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A comparison of warfarin and aspirin for the prevention of recurrent ischemic stroke

Mohr, J.P., Thompson, J.L.P., Lazar, Ronald M., Levin, Bruce, Sacco, R.L., Furie, K.L., Kistler, J.P., Albers, G.W., Pettigrew, L.C., Adams, H.P., and others. (2001) A comparison of warfarin and aspirin for the prevention of recurrent ischemic stroke. New England Journal of Medicine, 345 (20). pp. 1444-1451. ISSN 1533-4406. (doi:10.1056/NEJMoa011258) (The full text of this publication is not currently available from this repository. You may be able to access a copy if URLs are provided) (KAR id:12221)

The full text of this publication is not currently available from this repository. You may be able to access a copy if URLs are provided.
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Background: Despite the use of antiplatelet agents, usually aspirin, in patients who have had an ischemic stroke, there is still a substantial rate of recurrence. Therefore, we investigated whether warfarin, which is effective and superior to aspirin in the prevention of cardiogenic embolism, would also prove superior in the prevention of recurrent ischemic stroke in patients with a prior noncardioembolic ischemic stroke. Methods: In a multicenter, double-blind, randomized trial, we compared the effect of warfarin (at a dose adjusted to produce an international normalized ratio of 1.4 to 2.8) and that of aspirin (325 mg per day) on the combined primary end point of recurrent ischemic stroke or death from any cause within two years. Results: The two randomized study groups were similar with respect to base-line risk factors. In the intention-to-treat analysis, no significant differences were found between the treatment groups in any of the outcomes measured. The primary end point of death or recurrent ischemic stroke was reached by 196 of 1103 patients assigned to warfarin (17.8 percent) and 176 of 1103 assigned to aspirin (16.0 percent; P=0.25; hazard ratio comparing warfarin with aspirin, 1.13; 95 percent confidence interval, 0.92 to 1.38). The rates of major hemorrhage were low (2.22 per 100 patient-years in the warfarin group and 1.49 per 100 patient-years in the aspirin group). Also, there were no significant treatment-related differences in the frequency of or time to the primary end point or major hemorrhage according to the cause of the initial stroke. Conclusions: Over a two-year period, we found no difference between aspirin and warfarin in the prevention of recurrent ischemic stroke or death or in the rate of major hemorrhage. Consequently, we regard both warfarin and aspirin as reasonable therapeutic alternatives.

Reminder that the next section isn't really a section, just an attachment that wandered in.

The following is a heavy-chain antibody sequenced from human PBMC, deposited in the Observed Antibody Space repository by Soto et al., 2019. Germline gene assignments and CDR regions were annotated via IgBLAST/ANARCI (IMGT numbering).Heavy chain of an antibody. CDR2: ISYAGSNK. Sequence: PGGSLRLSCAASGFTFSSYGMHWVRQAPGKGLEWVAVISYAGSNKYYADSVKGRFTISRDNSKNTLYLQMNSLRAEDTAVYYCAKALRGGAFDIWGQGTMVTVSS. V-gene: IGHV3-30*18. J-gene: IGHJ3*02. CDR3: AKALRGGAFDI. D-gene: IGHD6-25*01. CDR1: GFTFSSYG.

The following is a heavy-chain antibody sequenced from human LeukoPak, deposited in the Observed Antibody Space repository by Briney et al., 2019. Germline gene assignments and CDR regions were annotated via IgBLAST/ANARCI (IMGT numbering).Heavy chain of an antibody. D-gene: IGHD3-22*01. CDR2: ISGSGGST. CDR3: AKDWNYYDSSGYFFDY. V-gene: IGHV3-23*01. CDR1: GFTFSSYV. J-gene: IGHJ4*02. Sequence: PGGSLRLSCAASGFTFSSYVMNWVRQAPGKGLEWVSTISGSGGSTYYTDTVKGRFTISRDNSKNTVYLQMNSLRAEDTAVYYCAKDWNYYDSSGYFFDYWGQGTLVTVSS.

Item Type: Article
DOI/Identification number: 10.1056/NEJMoa011258
Additional information: ACFC. As expected, and excellent paper. 2206 patients had all had a non-cardioembolic cerebral ischaemic event, NOT attributable to cardio-embolic event, within the previous 30 days, some major & some minor. TIAs could be included, but it seems as if those pts had to have CT or MRI evidence (Table 1). Most patients who were excluded had AF. Some had fairly severe disability (p1445 lines 6-7). Follow-up was 2 years. Very well-described and efficient trial managment. Randomised to warfarin or aspirin. Main outcome = death from any cause or recurrent ischaemic stroke - whichever occurred first. 17% had an event within the 2 year period. NO significant differences between warfarin and aspirin. Implications for practice: abstract says feel free to use either drug. End of Discussion is slightly better in implying that it seems more sensible to use the safer cheaper drug!
Subjects: R Medicine > RC Internal medicine > RC321 Neuroscience. Biological psychiatry. Neuropsychiatry
Divisions: Divisions > Division for the Study of Law, Society and Social Justice > School of Social Policy, Sociology and Social Research
Depositing User: M.P. Stone
Date Deposited: 29 Oct 2008 19:15 UTC
Last Modified: 16 Nov 2021 09:50 UTC
Resource URI: (The current URI for this page, for reference purposes)

University of Kent Author Information

Pullicino, Patrick.

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